Jennie Chin Hansen, CEO of AGS, left, with Cory Rieder, the Hartford Foundation's executive director and treasurer.

Jennie Chin Hansen, CEO of AGS, left, with Cory Rieder, the Hartford Foundation’s executive director and treasurer.

In honor of the American Geriatrics Society’s (AGS) annual meeting opening today in Orlando, we want to reflect on the key role this partner organization has played in our joint efforts to improve the health of older Americans.

Over the years, AGS has been one of our largest and most frequent grantees, leading a diverse array of projects. Many grants have aimed at strengthening the field of geriatrics, such as the leadership development award through the AGS affiliate organization, the Association of Directors of Geriatric Academic Programs (ADGAP)  or the Health Outcomes Research Scholars through another affiliate, the Foundation for Health in Aging.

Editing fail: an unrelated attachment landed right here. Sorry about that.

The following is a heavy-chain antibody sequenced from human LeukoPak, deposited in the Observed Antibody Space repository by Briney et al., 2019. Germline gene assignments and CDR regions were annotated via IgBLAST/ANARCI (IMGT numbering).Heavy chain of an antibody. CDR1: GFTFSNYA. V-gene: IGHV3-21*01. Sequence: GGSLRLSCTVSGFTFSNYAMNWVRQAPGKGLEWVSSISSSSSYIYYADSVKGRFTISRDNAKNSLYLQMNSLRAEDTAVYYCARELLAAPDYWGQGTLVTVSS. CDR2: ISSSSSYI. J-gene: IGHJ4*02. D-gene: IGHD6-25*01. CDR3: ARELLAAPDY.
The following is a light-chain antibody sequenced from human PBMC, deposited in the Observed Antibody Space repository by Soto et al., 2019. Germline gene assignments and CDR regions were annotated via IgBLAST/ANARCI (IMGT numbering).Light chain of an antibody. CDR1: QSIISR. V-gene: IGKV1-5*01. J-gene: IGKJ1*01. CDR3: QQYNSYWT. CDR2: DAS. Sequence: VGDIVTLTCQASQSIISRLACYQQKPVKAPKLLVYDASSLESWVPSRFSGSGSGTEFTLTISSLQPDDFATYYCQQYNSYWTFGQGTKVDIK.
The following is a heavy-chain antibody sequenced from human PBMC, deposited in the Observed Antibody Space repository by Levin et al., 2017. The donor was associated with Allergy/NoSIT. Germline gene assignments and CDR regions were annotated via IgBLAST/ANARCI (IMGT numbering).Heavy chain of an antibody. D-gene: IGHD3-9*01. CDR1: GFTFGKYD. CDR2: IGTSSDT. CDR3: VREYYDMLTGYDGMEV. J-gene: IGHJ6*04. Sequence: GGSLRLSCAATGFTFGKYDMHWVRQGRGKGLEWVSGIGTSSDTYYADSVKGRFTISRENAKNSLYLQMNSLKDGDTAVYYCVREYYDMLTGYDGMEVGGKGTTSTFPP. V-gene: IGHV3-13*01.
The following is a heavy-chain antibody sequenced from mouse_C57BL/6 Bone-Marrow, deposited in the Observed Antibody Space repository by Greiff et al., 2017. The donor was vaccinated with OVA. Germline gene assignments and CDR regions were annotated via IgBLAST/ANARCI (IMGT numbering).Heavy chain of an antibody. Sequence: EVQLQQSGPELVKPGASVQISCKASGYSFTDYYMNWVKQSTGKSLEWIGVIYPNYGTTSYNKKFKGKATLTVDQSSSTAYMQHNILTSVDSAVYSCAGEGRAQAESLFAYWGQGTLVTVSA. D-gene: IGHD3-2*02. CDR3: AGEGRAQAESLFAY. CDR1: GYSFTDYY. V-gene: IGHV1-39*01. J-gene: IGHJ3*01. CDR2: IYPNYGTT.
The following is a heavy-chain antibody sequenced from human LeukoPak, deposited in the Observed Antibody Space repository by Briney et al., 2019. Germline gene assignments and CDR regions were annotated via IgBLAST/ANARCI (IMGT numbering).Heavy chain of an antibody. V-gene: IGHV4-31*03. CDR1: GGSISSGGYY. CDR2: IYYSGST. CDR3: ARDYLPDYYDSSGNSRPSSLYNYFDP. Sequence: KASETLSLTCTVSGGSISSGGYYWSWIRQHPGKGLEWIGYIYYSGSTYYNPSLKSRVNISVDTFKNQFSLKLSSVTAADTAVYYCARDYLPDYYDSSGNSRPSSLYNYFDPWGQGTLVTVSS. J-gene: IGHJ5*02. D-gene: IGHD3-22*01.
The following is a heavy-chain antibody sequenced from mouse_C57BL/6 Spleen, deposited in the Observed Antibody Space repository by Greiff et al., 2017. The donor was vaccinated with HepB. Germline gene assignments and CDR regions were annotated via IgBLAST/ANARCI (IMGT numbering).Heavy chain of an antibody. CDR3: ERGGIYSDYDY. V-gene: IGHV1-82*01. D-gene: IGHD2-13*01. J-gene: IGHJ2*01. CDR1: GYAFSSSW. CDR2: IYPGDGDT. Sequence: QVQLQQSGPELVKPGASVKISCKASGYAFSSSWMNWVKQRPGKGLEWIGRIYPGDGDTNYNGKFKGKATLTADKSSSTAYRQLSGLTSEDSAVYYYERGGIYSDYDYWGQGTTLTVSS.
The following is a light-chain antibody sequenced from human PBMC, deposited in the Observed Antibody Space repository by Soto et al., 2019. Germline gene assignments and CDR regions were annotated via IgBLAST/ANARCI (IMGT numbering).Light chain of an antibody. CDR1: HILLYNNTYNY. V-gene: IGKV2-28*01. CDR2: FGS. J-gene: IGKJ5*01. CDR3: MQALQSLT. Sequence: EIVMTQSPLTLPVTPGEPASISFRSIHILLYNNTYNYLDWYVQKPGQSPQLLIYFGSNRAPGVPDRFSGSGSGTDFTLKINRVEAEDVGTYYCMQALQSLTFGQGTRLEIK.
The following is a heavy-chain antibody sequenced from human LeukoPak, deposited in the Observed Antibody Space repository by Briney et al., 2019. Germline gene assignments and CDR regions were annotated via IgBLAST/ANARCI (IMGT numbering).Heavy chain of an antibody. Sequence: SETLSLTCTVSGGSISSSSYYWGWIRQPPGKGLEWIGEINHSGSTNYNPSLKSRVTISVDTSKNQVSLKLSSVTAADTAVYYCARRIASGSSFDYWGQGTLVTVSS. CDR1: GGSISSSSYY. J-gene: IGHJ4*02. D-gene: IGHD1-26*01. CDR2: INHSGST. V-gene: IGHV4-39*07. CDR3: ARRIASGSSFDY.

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Congratulations to AGS Award Winners!

Dr. David Solomon, right, with Corinne Rieder, the Hartford Foundation's executive director.

Cory Rieder, PhD, left, with Dr. David H. Solomon. Dr. Rieder will receive the David H. Solomon Memorial Public Service Award,, named for the geriatrics pioneer who died last year.

One of the highlights of our year is the annual meeting of the American Geriatrics Society (AGS). AGS is a long-time grantee and partner of ours and their yearly meeting is an opportunity for us to learn about the latest scientific advancements in geriatric care and get valuable “face-time” with our grantees and scholars.